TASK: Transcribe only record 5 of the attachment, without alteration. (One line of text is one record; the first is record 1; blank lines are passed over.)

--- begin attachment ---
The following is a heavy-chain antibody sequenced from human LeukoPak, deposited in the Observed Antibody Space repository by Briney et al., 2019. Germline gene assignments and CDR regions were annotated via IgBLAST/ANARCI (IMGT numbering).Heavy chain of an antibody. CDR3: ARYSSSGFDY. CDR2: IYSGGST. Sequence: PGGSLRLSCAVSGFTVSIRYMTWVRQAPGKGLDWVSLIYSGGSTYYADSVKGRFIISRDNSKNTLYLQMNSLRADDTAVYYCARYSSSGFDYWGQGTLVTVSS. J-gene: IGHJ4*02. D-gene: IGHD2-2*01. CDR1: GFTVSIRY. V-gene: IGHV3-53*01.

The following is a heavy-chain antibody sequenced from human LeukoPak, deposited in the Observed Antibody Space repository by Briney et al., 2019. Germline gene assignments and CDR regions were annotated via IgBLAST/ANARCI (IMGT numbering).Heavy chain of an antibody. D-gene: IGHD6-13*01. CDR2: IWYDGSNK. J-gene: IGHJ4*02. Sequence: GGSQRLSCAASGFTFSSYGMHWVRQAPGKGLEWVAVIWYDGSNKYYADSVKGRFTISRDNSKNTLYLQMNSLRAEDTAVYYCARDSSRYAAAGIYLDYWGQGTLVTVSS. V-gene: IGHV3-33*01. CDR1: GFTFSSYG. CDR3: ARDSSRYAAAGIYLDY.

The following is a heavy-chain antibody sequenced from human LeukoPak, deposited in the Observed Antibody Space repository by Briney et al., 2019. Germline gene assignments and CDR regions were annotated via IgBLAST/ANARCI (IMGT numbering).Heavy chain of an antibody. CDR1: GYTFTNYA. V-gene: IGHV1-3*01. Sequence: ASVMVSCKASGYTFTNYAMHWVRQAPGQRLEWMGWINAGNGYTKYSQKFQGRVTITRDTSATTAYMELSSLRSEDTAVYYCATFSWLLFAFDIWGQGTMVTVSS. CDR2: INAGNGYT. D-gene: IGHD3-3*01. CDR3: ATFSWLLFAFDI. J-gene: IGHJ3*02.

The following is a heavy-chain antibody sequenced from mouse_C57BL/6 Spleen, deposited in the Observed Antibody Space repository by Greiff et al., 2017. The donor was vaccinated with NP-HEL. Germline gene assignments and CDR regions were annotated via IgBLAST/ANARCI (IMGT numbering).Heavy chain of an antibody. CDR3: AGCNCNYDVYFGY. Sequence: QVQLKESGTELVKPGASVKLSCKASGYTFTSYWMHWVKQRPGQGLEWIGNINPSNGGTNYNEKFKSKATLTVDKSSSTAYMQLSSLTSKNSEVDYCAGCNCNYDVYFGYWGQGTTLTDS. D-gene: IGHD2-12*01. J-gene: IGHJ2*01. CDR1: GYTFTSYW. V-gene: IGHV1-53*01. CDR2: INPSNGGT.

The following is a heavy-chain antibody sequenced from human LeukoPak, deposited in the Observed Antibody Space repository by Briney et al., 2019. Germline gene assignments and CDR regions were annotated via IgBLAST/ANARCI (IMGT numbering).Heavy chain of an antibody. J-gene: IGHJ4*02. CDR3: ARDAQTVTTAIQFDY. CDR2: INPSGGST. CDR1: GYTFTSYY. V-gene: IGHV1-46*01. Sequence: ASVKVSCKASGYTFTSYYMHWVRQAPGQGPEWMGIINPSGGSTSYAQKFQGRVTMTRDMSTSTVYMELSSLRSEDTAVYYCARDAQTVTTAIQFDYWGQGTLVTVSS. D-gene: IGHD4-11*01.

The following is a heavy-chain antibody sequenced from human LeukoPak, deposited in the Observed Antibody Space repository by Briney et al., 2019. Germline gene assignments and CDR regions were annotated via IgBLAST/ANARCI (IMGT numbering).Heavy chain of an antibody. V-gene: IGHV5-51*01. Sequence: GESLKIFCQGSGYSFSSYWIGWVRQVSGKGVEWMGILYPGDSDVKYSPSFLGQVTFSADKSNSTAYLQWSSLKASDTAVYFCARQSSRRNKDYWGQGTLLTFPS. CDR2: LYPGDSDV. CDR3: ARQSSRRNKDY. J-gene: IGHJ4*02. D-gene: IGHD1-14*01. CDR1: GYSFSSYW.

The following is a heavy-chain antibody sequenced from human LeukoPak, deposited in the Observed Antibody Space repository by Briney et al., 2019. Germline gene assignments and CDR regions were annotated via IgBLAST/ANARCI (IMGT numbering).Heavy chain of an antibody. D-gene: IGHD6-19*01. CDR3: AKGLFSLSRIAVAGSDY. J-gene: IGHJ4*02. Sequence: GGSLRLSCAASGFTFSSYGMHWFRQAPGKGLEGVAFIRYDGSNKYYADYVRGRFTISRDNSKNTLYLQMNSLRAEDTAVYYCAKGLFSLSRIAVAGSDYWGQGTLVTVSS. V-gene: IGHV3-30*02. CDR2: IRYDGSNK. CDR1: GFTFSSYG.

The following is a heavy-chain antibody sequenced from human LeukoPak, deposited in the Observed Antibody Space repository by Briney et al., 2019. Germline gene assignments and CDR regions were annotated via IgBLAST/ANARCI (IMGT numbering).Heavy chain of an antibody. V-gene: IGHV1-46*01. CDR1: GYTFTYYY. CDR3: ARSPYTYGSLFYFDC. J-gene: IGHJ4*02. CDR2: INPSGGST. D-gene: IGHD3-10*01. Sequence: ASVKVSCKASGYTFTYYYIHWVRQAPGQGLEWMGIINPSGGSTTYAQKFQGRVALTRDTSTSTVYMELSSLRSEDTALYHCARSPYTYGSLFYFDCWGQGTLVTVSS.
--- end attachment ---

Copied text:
The following is a heavy-chain antibody sequenced from human LeukoPak, deposited in the Observed Antibody Space repository by Briney et al., 2019. Germline gene assignments and CDR regions were annotated via IgBLAST/ANARCI (IMGT numbering).Heavy chain of an antibody. J-gene: IGHJ4*02. CDR3: ARDAQTVTTAIQFDY. CDR2: INPSGGST. CDR1: GYTFTSYY. V-gene: IGHV1-46*01. Sequence: ASVKVSCKASGYTFTSYYMHWVRQAPGQGPEWMGIINPSGGSTSYAQKFQGRVTMTRDMSTSTVYMELSSLRSEDTAVYYCARDAQTVTTAIQFDYWGQGTLVTVSS. D-gene: IGHD4-11*01.